Client-Side View Caching – Part 1

March 2nd, 2015

I’ve been building a web-app call Chordin for a while now. It’s a work in progress and it has been letting me scratch an itch that I have related to programming an isomorphic app. There’s plenty of Google juice on what an isomorphic app is (in case you don’t know) and how it differs from a single-page app. The main draw for me is to be able to serve fully-formed HTML from the server for performance and SEO, while retaining the speed and flexibility of client-side application logic (paraphrased from Airbnb’s article on the topic).

To start, I decided that I wouldn’t use any tools that are already out there, tools like Meteor.js, Node.js, React, Angular, etc. Yes, I am crazy, but my main goal was to force myself to learn concepts, not rely on tools. I wanted to experiment with my own theories, even if they might fail. In the end I hoped to have a better understanding of the problems that these various tools are trying to solve. I by no means know what I’m doing, I’m definitely in way over my head, but it has been a lot of fun throughout the process.

The speed of an isomorphic app was my main concern. I knew that Chordin would be used on all devices and various internet connections and therefore it needed to be fast. As I said above, I purposely limited myself to what I could use, but I also had my own limitations as to what I knew. On the server side I decided to use PHP (it’s what I know, don’t hate), Memcached (for caching SQL queries) and ElasticSearch (for near instant song searches of large amounts of database data). This server setup gave me all the speed for the requests being made.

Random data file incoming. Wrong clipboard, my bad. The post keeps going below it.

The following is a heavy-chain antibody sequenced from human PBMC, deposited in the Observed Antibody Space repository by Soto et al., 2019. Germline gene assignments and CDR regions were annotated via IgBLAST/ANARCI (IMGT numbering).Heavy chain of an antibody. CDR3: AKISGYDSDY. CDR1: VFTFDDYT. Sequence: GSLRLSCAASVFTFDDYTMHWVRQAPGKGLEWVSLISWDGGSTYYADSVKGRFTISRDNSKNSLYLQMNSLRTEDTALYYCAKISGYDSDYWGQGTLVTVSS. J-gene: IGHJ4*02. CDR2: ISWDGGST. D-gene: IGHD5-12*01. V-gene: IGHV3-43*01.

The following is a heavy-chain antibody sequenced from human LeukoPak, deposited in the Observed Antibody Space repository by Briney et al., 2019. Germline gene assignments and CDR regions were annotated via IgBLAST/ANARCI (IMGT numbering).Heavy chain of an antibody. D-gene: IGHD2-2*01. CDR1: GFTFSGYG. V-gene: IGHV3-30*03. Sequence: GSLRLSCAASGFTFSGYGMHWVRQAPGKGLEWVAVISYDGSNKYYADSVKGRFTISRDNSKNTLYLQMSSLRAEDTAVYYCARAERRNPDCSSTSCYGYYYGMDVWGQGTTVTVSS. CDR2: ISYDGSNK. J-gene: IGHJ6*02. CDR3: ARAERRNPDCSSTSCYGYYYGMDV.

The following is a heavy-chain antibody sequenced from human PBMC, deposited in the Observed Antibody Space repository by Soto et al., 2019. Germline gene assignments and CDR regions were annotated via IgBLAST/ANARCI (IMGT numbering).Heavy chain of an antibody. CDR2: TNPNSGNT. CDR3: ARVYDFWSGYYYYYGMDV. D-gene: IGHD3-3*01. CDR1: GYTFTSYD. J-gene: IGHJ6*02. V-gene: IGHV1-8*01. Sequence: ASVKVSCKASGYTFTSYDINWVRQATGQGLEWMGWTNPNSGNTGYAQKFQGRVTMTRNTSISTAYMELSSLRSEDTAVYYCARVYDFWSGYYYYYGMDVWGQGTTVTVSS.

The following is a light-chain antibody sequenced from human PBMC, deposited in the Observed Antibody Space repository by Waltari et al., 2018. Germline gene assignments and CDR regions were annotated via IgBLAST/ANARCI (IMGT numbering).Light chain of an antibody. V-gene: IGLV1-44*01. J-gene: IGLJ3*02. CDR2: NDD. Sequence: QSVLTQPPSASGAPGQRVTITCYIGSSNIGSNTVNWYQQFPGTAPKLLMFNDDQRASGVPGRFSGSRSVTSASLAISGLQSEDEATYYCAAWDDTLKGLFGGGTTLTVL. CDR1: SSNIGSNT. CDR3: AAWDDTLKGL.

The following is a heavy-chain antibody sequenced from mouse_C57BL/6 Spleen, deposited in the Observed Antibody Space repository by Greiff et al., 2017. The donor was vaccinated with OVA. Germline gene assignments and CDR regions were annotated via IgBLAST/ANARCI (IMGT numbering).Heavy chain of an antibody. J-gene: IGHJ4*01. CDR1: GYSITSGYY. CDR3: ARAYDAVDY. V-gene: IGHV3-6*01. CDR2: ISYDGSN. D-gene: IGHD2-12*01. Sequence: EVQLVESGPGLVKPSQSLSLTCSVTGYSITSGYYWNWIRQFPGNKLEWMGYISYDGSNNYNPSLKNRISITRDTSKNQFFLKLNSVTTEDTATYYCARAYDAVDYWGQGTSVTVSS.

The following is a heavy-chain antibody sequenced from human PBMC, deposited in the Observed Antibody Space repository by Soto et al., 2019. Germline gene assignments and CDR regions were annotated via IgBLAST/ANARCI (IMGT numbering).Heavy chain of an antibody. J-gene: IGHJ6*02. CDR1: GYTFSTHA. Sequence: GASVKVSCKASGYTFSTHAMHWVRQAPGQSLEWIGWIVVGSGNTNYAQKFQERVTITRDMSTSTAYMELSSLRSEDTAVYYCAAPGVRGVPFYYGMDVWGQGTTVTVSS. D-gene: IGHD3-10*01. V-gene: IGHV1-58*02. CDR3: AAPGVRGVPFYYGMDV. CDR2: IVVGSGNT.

On the client-side of things I rolled my own Javascript to handle view loading, caching and uncaching. The code interfaces with the server and has its own layer of view caching. I was most interested in solving client-side caching as it can provide some of the best results in speeding up a user experience. Another reason is that caching on the client-side is a very complex beast, and unless I’m mistaken, Javascript frameworks don’t address this particular issue. There’s a lot of room to explore viable solutions. Most solutions that I’ve seen try to make the client → server, server → client communication as fast as possible. But in the end, there is still an exchange taking place somewhere. The logical next step in my mind is to eliminate those exchanges all together.

In subsequent posts I plan on describing in more detail the ideas that I have implemented in Chordin, as well as more conceptual ideas I hope to implement. Stay tuned for more!